Re-use of personal data in the context of the GDPR


I collected personal data a few years ago, in this case email addresses for a specific purpose. Is it possible to reuse personal data that I collected before the GDPR for another purpose?

So first of all, what is personal data in the sense of the GDPR? Because many people don’t really know what personal data is and think that it is limited to names, surnames and addresses. But don’t worry, Article 4 gives the official definition of personal data.


(1) ‘personal data’ means any information relating to an identified or identifiable natural person (‘data subject’); an identifiable natural person is one who can be identified, directly or indirectly, in particular by reference to an identifier such as a name, an identification number, location data, an online identifier or to one or more factors specific to the physical, physiological, genetic, mental, economic, cultural or social identity of that natural person;


The European Commission website provides a non-exhaustive list with examples of personal data.


  • A first and last name.
  • A personal address.
  • An e-mail address such as personalname@company.
  • An identity card number.
  • Location data (e.g. location data function on a mobile phone)*.
  • An Internet Protocol (IP) address.
  • A cookie identifier*.
  • Your phone’s advertising ID.
  • Data held by a hospital or doctor, which could be a symbol that uniquely identifies a person.


This same site also gives a small list, also not exhaustive, of what is not personal data.


  • A business registration number.
  • An email address as
  • Anonymised data.


Having settled this, let‘s get back to the problem at hand: “I collected personal data a few years ago, in this case email addresses for a specific purpose. Is it possible to reuse personal data that I collected before the GDPR for another purpose?

So what elements do we have to answer:


  • Collection of personal data.
  • Collected before the GDPR, i.e. before May 2018
  • Collected for a specific purpose.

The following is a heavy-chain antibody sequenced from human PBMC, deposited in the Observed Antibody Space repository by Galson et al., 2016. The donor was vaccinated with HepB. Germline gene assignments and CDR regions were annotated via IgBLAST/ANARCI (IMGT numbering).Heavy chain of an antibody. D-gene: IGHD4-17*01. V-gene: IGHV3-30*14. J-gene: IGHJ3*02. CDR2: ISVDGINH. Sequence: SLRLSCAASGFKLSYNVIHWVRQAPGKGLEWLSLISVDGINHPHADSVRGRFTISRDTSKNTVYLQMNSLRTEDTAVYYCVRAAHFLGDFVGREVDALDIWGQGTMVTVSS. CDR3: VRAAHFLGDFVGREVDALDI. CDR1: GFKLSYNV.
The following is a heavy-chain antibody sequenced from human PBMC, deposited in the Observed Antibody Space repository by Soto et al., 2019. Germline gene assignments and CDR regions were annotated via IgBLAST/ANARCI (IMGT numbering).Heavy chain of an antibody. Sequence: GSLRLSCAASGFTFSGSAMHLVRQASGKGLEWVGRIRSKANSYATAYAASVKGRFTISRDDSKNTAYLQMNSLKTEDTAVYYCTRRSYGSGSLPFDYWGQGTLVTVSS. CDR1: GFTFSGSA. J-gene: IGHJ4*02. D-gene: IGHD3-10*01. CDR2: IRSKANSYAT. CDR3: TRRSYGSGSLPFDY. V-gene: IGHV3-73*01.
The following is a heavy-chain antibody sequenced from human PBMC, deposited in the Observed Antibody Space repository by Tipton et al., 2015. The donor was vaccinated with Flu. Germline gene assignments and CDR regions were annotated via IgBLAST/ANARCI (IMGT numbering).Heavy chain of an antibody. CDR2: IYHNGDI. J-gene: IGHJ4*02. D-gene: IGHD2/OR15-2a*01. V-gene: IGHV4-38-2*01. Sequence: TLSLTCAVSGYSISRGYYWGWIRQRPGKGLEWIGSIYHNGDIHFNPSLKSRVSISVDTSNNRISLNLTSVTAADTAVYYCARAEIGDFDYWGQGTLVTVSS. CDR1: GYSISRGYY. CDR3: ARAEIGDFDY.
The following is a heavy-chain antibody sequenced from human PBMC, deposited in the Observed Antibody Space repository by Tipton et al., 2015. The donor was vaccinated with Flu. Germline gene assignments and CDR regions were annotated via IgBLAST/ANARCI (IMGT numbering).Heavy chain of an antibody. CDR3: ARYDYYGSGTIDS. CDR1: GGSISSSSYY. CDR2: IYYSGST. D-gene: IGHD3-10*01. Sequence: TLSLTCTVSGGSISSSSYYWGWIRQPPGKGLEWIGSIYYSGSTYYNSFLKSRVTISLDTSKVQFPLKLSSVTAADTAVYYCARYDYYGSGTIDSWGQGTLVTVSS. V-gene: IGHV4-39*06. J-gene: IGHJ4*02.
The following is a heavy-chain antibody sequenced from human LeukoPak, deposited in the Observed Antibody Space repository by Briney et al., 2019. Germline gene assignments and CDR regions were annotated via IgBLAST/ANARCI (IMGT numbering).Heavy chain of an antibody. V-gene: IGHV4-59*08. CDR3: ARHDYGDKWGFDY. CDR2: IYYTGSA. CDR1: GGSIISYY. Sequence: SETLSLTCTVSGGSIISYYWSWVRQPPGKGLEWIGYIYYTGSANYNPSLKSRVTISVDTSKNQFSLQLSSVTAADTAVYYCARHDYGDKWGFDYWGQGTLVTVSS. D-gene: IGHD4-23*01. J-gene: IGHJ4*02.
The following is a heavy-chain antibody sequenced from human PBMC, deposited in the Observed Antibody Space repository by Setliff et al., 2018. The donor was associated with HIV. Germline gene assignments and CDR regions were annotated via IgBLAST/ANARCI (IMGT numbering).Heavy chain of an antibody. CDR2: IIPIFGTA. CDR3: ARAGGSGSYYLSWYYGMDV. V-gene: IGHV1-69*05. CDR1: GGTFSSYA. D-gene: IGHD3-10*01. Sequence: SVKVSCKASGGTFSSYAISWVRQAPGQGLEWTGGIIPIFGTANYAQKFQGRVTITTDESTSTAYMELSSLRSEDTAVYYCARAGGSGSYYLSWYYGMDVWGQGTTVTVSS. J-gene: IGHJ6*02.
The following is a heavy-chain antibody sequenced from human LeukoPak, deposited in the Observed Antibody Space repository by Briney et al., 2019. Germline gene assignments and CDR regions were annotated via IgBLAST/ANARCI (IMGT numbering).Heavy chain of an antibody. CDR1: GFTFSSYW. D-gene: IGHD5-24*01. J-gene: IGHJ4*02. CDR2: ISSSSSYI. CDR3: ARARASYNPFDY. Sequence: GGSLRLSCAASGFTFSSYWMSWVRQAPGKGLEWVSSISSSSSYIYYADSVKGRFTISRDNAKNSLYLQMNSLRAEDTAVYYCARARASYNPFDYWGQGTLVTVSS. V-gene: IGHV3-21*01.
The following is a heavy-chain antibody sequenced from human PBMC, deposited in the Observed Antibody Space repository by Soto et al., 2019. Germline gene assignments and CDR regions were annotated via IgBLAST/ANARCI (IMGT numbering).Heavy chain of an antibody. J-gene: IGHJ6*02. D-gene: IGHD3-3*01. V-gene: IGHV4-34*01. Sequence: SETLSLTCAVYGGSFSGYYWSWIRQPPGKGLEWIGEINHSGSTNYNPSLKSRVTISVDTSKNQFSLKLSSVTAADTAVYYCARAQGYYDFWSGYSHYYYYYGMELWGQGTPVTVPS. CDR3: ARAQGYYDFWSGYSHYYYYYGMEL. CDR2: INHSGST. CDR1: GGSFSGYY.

Whereas the GDPR requires a legal basis for the processing of personal data.
Whereas the GDPR requires a time limit for the retention period.
Whereas the processing has received consent for a specific purpose.

The elements of the answer obviously count for all types of personal data

Let us ask ourselves different questions:
What is the legal basis for the retention period? Is the retention period compatible with Article 5.e of the GDPR which states that personal data must be :

(e) kept in a form which permits identification of data subjects for no longer than is necessary for the purposes for which the personal data are processed; personal data may be stored for longer periods insofar as the personal data will be processed solely for archiving purposes in the public interest, scientific or historical research purposes or statistical purposes in accordance with Article 89(1) subject to implementation of the appropriate technical and organisational measures required by this Regulation in order to safeguard the rights and freedoms of the data subject (‘storage limitation’);


Is post-consent processing compatible with Article 5.b which requires that :


(b) collected for specified, explicit and legitimate purposes and not further processed in a manner that is incompatible with those purposes; further processing for archiving purposes in the public interest, scientific or historical research purposes or statistical purposes shall, in accordance with Article 89(1), not be considered to be incompatible with the initial purposes (‘purpose limitation’);